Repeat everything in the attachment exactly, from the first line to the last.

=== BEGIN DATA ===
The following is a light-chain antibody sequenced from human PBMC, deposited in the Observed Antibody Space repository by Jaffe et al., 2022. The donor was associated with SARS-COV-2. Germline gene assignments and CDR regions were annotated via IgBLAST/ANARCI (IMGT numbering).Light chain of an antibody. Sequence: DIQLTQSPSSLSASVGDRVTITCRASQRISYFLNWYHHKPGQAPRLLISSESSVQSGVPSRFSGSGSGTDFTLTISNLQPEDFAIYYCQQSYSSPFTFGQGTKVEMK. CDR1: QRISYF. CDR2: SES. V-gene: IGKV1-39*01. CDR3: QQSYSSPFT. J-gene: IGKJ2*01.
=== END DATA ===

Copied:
The following is a light-chain antibody sequenced from human PBMC, deposited in the Observed Antibody Space repository by Jaffe et al., 2022. The donor was associated with SARS-COV-2. Germline gene assignments and CDR regions were annotated via IgBLAST/ANARCI (IMGT numbering).Light chain of an antibody. Sequence: DIQLTQSPSSLSASVGDRVTITCRASQRISYFLNWYHHKPGQAPRLLISSESSVQSGVPSRFSGSGSGTDFTLTISNLQPEDFAIYYCQQSYSSPFTFGQGTKVEMK. CDR1: QRISYF. CDR2: SES. V-gene: IGKV1-39*01. CDR3: QQSYSSPFT. J-gene: IGKJ2*01.